Our Cursive and Manuscript Handwriting Fonts

Logic of English has developed a style of handwriting that is developmentally appropriate for young students and to aid students who struggle with handwriting, and we have had a custom computer font developed to match our requirements.

Each letter is designed to require a minimal amount of fine motor skill, with attention to developing rhythmic handwriting.

We worked with David Occhino Design to develop a custom handwriting font to be used in all of our materials. School LOE™ is used in the handwriting instruction in Rhythm of Handwriting and Foundations. It comes in both cursive and manuscript versions in a variety of text styles. The cursive is a highly sophisticated OpenType font that connects correctly to reproduce the natural flow of handwriting. Read the story of the development of this powerful piece of design technology at the LOE blog: The amazing School Cursive LOE font.

The fonts are now available for consumers! Visit David Occhino Design to learn more, see system requirements, and purchase the fonts.

Cursive Font

Cursive Font

Highlights

  • All lowercase letters begin on the baseline.
  • Uppercase letters only connect to the next letter if they end on the baseline.
  • The capital Q has been simplified to reflect the manuscript version.
  • Letter formation is closely matched to the manuscript font to facilitate ease in transition from one to another.

Logic of English Cursive Font Letters a c d g o qu

Why didn't you use a clock face for forming a, c, d, g, o, and q?

Each of these letters rolls up to the midline, a clear stopping point for young students.

Stopping at the midline facilitates better rhythm to the handwriting, as going beyond it to 2 o'clock is less natural for the hand.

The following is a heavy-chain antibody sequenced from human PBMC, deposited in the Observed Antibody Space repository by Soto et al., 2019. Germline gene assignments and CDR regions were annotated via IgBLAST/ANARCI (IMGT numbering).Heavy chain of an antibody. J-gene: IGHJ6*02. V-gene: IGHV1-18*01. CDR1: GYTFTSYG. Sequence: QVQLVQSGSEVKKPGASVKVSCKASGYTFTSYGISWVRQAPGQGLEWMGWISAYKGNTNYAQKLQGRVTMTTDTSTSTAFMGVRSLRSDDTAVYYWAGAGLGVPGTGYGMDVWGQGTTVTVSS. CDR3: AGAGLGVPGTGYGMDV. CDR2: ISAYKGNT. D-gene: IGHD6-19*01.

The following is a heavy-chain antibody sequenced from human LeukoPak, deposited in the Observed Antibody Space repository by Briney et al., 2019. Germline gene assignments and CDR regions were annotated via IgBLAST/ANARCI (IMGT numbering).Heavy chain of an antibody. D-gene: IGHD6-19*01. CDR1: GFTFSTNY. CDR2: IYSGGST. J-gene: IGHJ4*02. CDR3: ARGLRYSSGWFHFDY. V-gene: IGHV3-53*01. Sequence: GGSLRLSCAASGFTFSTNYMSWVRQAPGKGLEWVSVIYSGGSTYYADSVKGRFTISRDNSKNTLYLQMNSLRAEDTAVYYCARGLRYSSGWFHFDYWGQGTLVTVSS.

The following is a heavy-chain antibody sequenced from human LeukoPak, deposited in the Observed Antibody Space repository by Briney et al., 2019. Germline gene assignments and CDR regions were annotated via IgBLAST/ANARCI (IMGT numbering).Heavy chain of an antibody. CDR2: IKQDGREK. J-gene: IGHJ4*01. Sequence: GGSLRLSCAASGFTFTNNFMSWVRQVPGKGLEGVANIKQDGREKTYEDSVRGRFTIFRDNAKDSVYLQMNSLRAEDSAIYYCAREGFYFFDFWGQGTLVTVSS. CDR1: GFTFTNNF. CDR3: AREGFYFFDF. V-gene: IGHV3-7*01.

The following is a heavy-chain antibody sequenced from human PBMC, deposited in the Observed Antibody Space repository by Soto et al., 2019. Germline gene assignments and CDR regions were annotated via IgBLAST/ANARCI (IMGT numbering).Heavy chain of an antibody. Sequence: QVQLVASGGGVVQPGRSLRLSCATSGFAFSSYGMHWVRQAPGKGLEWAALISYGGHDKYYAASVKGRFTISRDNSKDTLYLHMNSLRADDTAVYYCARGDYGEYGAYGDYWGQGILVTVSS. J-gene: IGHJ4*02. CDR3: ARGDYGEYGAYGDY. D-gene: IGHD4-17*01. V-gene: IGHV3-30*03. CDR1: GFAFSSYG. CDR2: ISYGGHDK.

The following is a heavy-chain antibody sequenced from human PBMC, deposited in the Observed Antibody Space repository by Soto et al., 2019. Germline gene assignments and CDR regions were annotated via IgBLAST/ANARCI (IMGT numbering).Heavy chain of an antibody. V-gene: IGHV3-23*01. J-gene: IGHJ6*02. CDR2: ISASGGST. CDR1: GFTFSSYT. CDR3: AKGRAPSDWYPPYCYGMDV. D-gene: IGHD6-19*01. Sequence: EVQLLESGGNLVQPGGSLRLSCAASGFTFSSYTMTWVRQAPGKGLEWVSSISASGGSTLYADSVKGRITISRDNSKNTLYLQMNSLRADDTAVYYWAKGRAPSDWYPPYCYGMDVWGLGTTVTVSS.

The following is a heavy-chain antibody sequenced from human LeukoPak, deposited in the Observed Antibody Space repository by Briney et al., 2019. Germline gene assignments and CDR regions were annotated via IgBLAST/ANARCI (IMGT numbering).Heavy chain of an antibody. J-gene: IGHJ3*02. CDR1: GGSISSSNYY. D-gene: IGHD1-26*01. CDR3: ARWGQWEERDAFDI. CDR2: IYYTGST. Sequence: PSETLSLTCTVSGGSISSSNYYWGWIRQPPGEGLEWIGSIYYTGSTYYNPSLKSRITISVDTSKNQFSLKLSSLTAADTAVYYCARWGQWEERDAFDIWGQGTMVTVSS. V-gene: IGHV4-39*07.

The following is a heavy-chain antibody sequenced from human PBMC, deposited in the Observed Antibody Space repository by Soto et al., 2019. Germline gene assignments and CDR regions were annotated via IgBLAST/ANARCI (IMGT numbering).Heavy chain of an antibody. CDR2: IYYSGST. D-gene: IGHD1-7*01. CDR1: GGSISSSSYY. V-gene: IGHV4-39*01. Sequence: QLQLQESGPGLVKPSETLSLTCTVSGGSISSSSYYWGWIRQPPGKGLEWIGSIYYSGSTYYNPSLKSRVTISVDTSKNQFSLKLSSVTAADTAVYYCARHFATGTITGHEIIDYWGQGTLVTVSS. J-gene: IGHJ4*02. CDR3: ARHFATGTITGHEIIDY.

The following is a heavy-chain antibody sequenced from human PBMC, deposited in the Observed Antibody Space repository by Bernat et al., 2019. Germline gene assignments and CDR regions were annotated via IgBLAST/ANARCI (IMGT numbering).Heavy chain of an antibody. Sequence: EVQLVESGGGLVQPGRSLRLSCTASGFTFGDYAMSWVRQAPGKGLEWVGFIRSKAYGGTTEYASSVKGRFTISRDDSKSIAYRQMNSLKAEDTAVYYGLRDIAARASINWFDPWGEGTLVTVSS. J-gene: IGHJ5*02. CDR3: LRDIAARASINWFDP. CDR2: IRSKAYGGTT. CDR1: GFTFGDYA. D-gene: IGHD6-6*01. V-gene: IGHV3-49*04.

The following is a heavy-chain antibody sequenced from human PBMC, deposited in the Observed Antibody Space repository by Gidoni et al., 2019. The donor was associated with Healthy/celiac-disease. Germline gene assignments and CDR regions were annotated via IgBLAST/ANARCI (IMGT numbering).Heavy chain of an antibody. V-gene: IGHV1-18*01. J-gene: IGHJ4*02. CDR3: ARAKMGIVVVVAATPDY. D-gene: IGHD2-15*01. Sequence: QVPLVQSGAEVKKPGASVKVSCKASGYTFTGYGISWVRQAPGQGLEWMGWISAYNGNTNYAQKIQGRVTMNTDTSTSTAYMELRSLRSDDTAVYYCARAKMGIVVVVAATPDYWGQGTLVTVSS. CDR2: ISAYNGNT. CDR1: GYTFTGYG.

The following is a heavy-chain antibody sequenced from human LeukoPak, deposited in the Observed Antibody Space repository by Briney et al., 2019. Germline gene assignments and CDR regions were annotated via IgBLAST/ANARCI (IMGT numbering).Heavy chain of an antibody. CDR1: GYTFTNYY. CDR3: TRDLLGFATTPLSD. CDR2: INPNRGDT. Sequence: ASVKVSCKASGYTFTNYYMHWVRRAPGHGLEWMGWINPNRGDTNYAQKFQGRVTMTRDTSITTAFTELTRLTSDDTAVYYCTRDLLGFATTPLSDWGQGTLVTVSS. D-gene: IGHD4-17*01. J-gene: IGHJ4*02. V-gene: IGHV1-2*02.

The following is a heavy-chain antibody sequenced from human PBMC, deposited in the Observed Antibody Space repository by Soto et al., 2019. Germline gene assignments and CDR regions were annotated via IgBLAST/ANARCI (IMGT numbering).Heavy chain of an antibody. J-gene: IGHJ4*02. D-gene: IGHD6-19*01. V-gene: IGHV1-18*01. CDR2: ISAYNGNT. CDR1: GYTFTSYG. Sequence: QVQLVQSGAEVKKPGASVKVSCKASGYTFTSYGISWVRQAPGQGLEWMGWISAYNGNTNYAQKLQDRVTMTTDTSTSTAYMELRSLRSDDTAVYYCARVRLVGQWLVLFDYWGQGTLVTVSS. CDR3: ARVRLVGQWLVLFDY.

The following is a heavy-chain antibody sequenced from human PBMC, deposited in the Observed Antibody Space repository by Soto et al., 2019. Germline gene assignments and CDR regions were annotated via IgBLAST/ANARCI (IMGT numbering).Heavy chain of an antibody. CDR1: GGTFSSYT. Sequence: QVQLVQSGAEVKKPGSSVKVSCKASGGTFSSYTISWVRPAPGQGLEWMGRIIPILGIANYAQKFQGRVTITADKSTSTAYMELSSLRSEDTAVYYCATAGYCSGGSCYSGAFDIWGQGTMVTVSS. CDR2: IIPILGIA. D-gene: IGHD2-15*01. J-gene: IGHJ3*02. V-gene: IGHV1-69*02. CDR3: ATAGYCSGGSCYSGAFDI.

Forming perfectly rounded letters is more difficult than forming oval letters. This shape fits more naturally with the slant of the paper and natural movements of the hand.

When writing quickly, most people are not able to maintain the perfectly round letters. This is because the elongated shape of the oval with a stopping point closer to the midline facilitates faster writing.

Using the midline as the stopping point reduces the need to have a shape imposed upon the paper and facilitates more clear directions for instruction without an additional image.

Manuscript Font

Manucript New Font

Highlights

  • Lowercase letters primarily begin on the top line and midline to minimize the number of starting places. The exceptions are b, e, f, h, k, l, and t.
  • Letters are formed with the minimal amount of picking up of the pencil. Picking up the pencil for strokes requires more fine motor and increased instruction on where to place the pencil before beginning the next stroke.
  • Letters are slightly slanted, which is the most natural position for writing.
  • Letter formation is closely matched to the cursive font to facilitate ease in transition from one to another.

Logic of English Manuscript Font Letters a d i l m n t

Why didn't you use a clock face for forming a, c, d, g, o, and q?

Each of these letters rolls up to the midline, a clear stopping point for young students.

Starting at the midline for these letters eliminates one additional starting position otherwise needed for manuscript handwriting. Programs that use a clock face to teach these letters must add the 2 o'clock position.

Forming perfectly rounded letters is more difficult than forming oval letters. This shape fits more naturally with the slant of the paper and natural movements of the hand.

When writing quickly, most people are not able to maintain the perfectly round letters. This is because the elongated shape of the oval with a stopping point closer to the midline facilitates faster writing.

Using the midline as the stopping point reduces the need to have a shape imposed upon the paper and facilitates more clear directions for instruction without an additional image.

(Read more about why we recommend cursive on our blog: Why Teach Cursive First)

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